One of the most important skills that a teacher will pick up along the way in their career, is in effective lesson planning. A good lesson plan could mean the difference between your class descending into anarchy, or having a well-structured and educational lesson. So, what are the most important tools to use in lesson planning, and how do you go about actually planning a lesson? In this blog, we’ll give you a full breakdown of lesson planning for teachers.
Lesson Planning For Teachers
The importance of lesson planning for teachers cannot be overstated. A good lesson plan provides teachers with:
- Organisation. By planning your lesson beforehand, you will have a good idea of how long each exercise needs to be, and how long to spend on each subject.
- An up-to-date learning calendar. As a teacher, you might find that there are times when you are struggling to keep up/remember every single class you are teaching. Having a plan for each lesson will make this far easier, and help you to stay up-to-date with which classes need to learn which material.
- A sense of calm. Teachers are under huge amounts of pressure. Teaching lessons can sometimes be an extremely intimidating prospect. Holistically speaking, you will feel far better going into a lesson with an organised plan of how everything should be, rather than just winging it. This will give you confidence, which in turn will improve your ability to teach.
- Fun lessons. Never forget that in order to teach, you must be able to engage the students in your lessons. The best way to do this is to go into the lesson with an organised and structured approach. On the surface, it might sound more fun not to plan at all, but the reality is that this will lead to the opposite. Disorganisation and chaos in the classroom only leads to frustration from the teacher, which results in students enjoying the lesson much less than they would have; if a plan had been in place to begin with.
How do I plan my lesson?
In this section, we are going to give you some basic tips on lesson planning for teachers/a run through of how you might go about planning a lesson. The following is a tried and tested, 5 stage formula, which many teachers use:
- Step 1. Preview. The first thing you’ll do in your lesson, is to actually introduce students to the plan itself. In your short preview/the very beginning of the lesson, you’ll provide students with an overview of what will take place in the lesson. The reason that this is so powerful is that it shows students that there is a plan. It lets them know that you are organised, in control and have a purpose for the lesson.A good example of this could be putting a couple of words on the board, and asking the students to explain the relationship between these words, before explaining briefly what you will learn and practice during the lesson.
- Step 2. Beginning exercise. Next, it’s time to start the exercises. The best way to start your class is with a lively exercise which, in effect, warms the students up. Not only will this create a positive atmosphere, but it will introduce the topics to the class in a fun and engaging manner, and encourages communication between different members of the group.A good example of this might be to put the class into small groups, to discuss and engage with a certain topic or question.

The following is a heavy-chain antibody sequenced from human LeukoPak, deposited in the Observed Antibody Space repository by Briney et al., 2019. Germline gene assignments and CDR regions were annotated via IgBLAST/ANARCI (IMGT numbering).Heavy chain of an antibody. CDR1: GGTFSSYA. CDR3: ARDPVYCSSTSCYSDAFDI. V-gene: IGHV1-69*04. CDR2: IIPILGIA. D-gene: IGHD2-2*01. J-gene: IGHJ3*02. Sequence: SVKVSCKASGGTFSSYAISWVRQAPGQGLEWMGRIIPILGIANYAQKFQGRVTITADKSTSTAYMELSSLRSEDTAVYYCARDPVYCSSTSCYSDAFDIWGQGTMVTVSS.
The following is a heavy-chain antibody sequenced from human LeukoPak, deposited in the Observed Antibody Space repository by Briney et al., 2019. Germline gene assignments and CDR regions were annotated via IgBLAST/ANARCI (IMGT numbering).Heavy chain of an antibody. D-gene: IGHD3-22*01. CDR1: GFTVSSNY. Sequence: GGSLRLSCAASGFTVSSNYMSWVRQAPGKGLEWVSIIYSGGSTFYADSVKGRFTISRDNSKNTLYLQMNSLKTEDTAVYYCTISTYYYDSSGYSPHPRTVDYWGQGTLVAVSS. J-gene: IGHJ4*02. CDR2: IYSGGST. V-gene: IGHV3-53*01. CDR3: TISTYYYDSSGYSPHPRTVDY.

- Step 3. Main exercise. Now, you can move onto the most demanding tasks, and main activities of the lesson. There can be 2 or 3 of these, depending on how much time you have for the lesson. Don’t forget that after each exercise, there needs to be some room for discussion so that you can ensure every group is fully grasping the subject matter. You also need to allocate time for you to go around the room and discuss things with the class.
A good example of these would again involve putting the class into small groups, and encouraging them to work through different exercises. Obviously this is dependent on the subject, but examples could be to ask the class to produce a foreign language based menu, or explore a particular theme. Individual exercises also have just as much benefit. While you always need to keep the class engaged, it’s also important to keep things on track. Group exercises are fun but not always productive. Dictation always works well for this, but make sure it stays interesting!
- Step 4. Bonus exercise. You could finish the lesson by instigating a bonus/closing exercise. This is something that you would ideally like to use, but could also skip out if time doesn’t allow for it. It’s always good to have a bonus exercise readily available, along with step 5, in case you run out of time in the lesson.A good example of this could be writing different words on the board and asking the class to come up with closely related words/meaning to these phrases.
- Step 5. Reserve exercise. If even your bonus exercise is completed quicker than expected, you’ve always got your reserve exercise to fall back on. This should be an activity which isn’t a fundamental part of the lesson, but could be used if everything else gets done.A good example of this might be asking the class to get together in groups again and discuss what they have learned over the course of the lesson, before feeding back to the group. This works great as a refresher exercise.
So, there you have it. Hopefully you’ve found these top tips useful. If you’ve enjoyed our blog on lesson planning for teachers, look out for our blog on How To Manage Your Classroom, coming later this week!